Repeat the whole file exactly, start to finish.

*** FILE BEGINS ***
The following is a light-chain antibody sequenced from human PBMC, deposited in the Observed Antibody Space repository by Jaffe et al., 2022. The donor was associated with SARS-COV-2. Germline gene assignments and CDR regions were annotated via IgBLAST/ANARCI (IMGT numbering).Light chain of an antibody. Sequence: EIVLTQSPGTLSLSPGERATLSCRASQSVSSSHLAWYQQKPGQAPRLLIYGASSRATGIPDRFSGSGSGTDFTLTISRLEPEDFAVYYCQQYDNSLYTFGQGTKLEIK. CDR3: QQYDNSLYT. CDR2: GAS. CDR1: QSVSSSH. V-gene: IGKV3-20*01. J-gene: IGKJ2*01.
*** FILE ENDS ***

The following is a light-chain antibody sequenced from human PBMC, deposited in the Observed Antibody Space repository by Jaffe et al., 2022. The donor was associated with SARS-COV-2. Germline gene assignments and CDR regions were annotated via IgBLAST/ANARCI (IMGT numbering).Light chain of an antibody. Sequence: EIVLTQSPGTLSLSPGERATLSCRASQSVSSSHLAWYQQKPGQAPRLLIYGASSRATGIPDRFSGSGSGTDFTLTISRLEPEDFAVYYCQQYDNSLYTFGQGTKLEIK. CDR3: QQYDNSLYT. CDR2: GAS. CDR1: QSVSSSH. V-gene: IGKV3-20*01. J-gene: IGKJ2*01.